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Brilliant or Buffoon?


One thing I have found as a differentiator in my career thus far is looking for inspiration in unexpected places. Figuring out the trends or schools of thought in one arena may potentially translate to my own.

The bank that employs me, Eagle Bank, will be officially purchased by another local outfit, Enterprise Bank, at the end of the month. In the course of the months of due diligence, I've begun to have some idea of where I will fall in the new organization and have begun correspondence with one of the people who might be my new boss. We have hit it off well and I believe we think a lot alike while also being different from one another. We've had several far-reaching conversations, which I take as a good sign to her openness and curiosity regarding new ideas.

In preparation for a meeting this week, I've been gathering a few thoughts to bring with me in case they would prove relevant. But while assembled this small stack, an article I've gone back and forth on including is a New Yorker piece called, "The Year in Fashion: Down with the Elites!" The reasons to include it are the fact the article mirrors much of what we have seen in politics locally, nationally and internationally.

It says fashion, like many things, has a history of being dominated by men, being elitist and brand-centric rather than lifestyle centric. What it also asks is, are we in love with the brand or with the designer heading up the brand? If it is the latter, the author points out this is nearly impossible to do, "What one cannot follow—it’s too confusing—is the ceaseless turnover of designers at venerable houses, which are more unstable than Stalin’s Politburo." While we may still trust the brand but the person heading up its creation has likely changed regularly.

In light of rapidly changing designers, the piece touches on something else resonating strongly with me. "I’m not nostalgic (well, perhaps a little) about the demise of fashion’s Old Guard and its proprieties, but social media have given the verb “to follow” a new meaning. One no longer follows fashion; one follows Kendall [Jenner] and her B.F.F.s. If Google’s trending metrics are to be believed, the top ten designers of 2016 include two Jenners, Kanye, Beyoncé, Zendaya, and Ivanka [Trump], who ranked ninth, just below the great Sonia Rykiel, who died in August."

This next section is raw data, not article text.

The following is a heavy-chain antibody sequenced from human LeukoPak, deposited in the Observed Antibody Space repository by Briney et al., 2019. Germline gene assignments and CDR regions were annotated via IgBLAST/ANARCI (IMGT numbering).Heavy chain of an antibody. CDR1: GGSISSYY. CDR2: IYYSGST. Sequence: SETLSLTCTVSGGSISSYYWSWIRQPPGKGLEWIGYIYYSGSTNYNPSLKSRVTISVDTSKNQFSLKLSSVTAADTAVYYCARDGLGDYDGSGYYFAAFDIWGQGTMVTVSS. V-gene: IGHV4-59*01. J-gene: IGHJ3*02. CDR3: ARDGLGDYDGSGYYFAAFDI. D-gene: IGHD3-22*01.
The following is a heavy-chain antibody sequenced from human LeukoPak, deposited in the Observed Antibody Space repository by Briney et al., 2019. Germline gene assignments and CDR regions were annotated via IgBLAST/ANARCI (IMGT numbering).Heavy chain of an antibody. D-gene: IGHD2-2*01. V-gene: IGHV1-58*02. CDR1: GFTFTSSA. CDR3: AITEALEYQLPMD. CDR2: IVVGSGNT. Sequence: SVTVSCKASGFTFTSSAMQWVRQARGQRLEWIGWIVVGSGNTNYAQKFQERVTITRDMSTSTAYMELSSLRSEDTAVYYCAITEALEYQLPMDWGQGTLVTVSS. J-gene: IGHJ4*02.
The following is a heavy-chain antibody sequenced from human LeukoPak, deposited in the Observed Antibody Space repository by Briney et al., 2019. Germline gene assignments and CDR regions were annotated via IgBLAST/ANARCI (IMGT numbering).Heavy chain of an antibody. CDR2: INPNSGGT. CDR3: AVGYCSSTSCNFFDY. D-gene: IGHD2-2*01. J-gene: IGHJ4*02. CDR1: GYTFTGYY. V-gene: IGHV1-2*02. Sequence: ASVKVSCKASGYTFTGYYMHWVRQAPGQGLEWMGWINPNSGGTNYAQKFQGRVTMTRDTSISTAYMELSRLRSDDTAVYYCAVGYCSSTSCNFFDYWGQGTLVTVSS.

While I'm not confident I've seen the aforementioned Kendall Jenner before, I've seen her name frequently in the google trending column. But putting her aside, the influence cast by bloggers on my life is without question. The emails I tend to prioritize are from bloggers and lifestyle forums: Huckberry, Shane Parrish, James Clear, Tim Ferriss, Seth Godin, Art of Manliness, The Minimalists, etc. I often count on people like this I trust to point me in the right direction rather than sort through brands of clothing, books, etc.

What was this post about again?..... Oh that's right! Banking!

The potentially translatable nature of this article I'm trying to reign in is fashion houses are no longer the sole source for people learning what's new and deciding what to wear. Its less about the brand and more about external influencers. Should the same thing be said for and thought of regarding banking? While the future of the bank must stand on great products, employees and culture, will people trust us to convey that or will they instead look to others to help tell them with that (e.g. Points Guy, Mr. Money Moustache, friends and family, etc.)?

All of the above is to ask, can I kick off a thought pattern at a meeting with, "So I've been thinking a lot about Givenchy a lot recently....."

Go Forth Boldly


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